Sunday, October 9, 2016

Why This Trump-tastrophe Is Different

I cannot escape the US election, as Trump keeps being more and more Trump.  To be clear, we should have seen this coming.  One of my regular tweets has been "he doth project too much."  And what did Trump say about Mexicans and Muslims?   That they were threats to rape Americans.  It should have been a clue about his own pattern of sexual assault:
Why is this audio tape of his statements the supposed last straw?  To be clear, Trump was beyond the pale before he started.  Why?  When he announced his run last year, we knew that
  • he was a birther--which combines racism and conspiracy theory.  This should have been disqualifying on its own, but the GOP made this almost a requirement.
  • he was a serial business failure.  The idea that he is a smart businessman never held any water except for those who were desperate to buy the con.  We knew about his bankrupcies and the lawsuits.  Not so much that the lawsuits were about contractors being repeatedly ripped off, but heaps of smoke.
  • he had no political experience.  This should be a disqualifier--because we don't ask our neighbors to operate on our brains (unless they happen to be licensed brain surgeons).  Politics is like anything else--expertise is better than the absence of expertise.  Alas, the idea that politicians might have skills has become so poisoned that we forget the obvious--if you want to get some stuff done, someone with experience will be more effective.  Indeed, I fully expect, despite Hillary Derangement Syndrome, that she will be more effective than Obama.  She knows the system far better than he did.  
  • he was married three times, committed adultery on a regular basis in public.  Sure, that may not be a disqualfier, but if he was going to get the GOP nomination, one would think that some contrition on this might be handy to get evangelical votes.  Oops, they only value abortion opposition and pretty much nothing else.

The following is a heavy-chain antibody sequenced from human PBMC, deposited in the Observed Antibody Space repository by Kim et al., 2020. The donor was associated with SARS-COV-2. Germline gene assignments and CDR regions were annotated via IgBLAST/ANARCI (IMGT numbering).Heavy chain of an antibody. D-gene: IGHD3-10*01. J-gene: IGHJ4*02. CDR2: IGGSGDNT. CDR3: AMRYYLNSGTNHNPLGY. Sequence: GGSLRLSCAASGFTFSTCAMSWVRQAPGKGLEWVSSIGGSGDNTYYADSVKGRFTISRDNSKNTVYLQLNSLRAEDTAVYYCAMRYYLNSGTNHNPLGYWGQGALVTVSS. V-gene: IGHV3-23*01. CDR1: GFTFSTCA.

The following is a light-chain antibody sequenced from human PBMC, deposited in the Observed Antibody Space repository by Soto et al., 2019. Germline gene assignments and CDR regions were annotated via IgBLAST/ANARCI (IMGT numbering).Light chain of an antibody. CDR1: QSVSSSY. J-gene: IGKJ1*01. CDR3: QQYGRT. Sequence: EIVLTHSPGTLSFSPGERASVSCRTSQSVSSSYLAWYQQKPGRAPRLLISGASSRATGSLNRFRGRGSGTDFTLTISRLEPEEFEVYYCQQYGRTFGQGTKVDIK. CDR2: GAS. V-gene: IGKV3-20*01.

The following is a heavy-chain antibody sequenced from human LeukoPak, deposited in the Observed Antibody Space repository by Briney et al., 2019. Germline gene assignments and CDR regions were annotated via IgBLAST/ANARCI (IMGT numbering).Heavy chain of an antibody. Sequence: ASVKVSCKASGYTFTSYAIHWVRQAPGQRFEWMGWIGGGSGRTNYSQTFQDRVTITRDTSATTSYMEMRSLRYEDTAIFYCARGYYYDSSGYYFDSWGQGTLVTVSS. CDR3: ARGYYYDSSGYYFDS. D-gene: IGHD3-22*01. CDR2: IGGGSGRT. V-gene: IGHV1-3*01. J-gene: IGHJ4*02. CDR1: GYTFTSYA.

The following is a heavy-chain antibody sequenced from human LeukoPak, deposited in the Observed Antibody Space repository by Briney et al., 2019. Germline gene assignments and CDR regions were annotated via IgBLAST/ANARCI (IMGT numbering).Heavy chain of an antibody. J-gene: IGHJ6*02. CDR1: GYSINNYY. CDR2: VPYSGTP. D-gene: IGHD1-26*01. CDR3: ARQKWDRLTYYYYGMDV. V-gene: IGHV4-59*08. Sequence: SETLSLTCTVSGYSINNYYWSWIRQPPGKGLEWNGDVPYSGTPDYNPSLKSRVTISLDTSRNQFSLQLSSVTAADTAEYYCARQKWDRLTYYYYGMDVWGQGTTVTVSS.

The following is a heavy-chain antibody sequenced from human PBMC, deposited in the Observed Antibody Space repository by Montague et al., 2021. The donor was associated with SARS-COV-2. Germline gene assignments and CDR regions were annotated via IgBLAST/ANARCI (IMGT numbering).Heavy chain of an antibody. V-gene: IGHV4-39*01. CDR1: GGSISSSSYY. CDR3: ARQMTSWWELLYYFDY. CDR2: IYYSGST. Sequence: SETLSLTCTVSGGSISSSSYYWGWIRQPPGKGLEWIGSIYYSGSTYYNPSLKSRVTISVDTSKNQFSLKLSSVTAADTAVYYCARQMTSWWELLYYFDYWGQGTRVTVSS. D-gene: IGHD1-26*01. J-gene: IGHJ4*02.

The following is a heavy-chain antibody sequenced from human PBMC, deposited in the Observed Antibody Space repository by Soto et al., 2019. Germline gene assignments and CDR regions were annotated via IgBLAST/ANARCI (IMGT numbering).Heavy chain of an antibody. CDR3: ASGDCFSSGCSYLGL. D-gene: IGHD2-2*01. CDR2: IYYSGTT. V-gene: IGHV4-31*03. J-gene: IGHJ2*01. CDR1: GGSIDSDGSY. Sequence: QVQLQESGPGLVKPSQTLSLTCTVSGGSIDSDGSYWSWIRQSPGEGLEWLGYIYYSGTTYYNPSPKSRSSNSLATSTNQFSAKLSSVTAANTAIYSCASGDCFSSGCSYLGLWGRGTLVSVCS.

But if there not enough, his announcement to run came with slurs against an entire group of people, one that the GOP had figured out they needed to win the presidency.  So, that should have been disqualifying.

I can go through the rest, but it is unnecessary.  We know the record.  But Republicans decided to stick with their party's nominee with a few notable exceptions, no matter whether he diminished veterans, attacked African-Americans, pal-ed around with white supremacists (puts that whole Bill Ayers thing of 2008 into perspective, doesn't it?), incited violence, gave fodder to ISIS, undermined US security, and, oh yeah, seemed to be operating with/by/for the Russians.

Why did so many leap off the bandwagon now but not before?  Mostly cowardice.  They didn't want to be the first, but with this weekend's events, they could see that they would not offend the party this time.  Also, to be clear, all of Trump's previous stuff was talk.  This weekend's audio was talk, too, but talk of a pattern of sexual assault.  So, misogyny aimed at Clinton or Megan Kelly or whoever else was not sufficient, but bragging about committing sexual assault seemed to do the trick.  Again, I think it is only partly that this was more offensive but also much about Republicans realizing that they would not be alone this time.  The NYT chart on the pattern of exits makes this pretty clear.  There are few profiles in courage--Ben Sasse and a couple of others were early and consistent.  The rest?  Late and waffling.

Maybe there can be some good that can came out of this--the discussion of groping spawned by Kelly Oxford on twitter is very important.  But damn, what a wasted year to have this guy suck up so much attention and do so much damage to the body politic.


Anonymous said...

As Michael Cohen (the columnist, not the Trump lawyer) said, this has been one of the most fascinating 48 hours of US political history since at least the Saturday Night Massacre. Just like that, this election went from a 2008-esque Clinton victory to potentially a 400 EV landslide and a Democratic takeover of the House. I'm not sure if we'll remember it yet as the day the GOP split into two parties, but it was clear that Congressional Republicans wanted to kick the can down the road until November. They're not going to get that; everything's unravelling now. (

Anonymous said...

Théodore McLauchlin: "It's above all vital to be horrified by what a President Trump would mean for our daughters. But be horrified by what it would mean for our sons ... I'm sickened by boys growing up thinking that this is 'locker room talk': i.e. what it means to be a man is to be proud of sexual assault."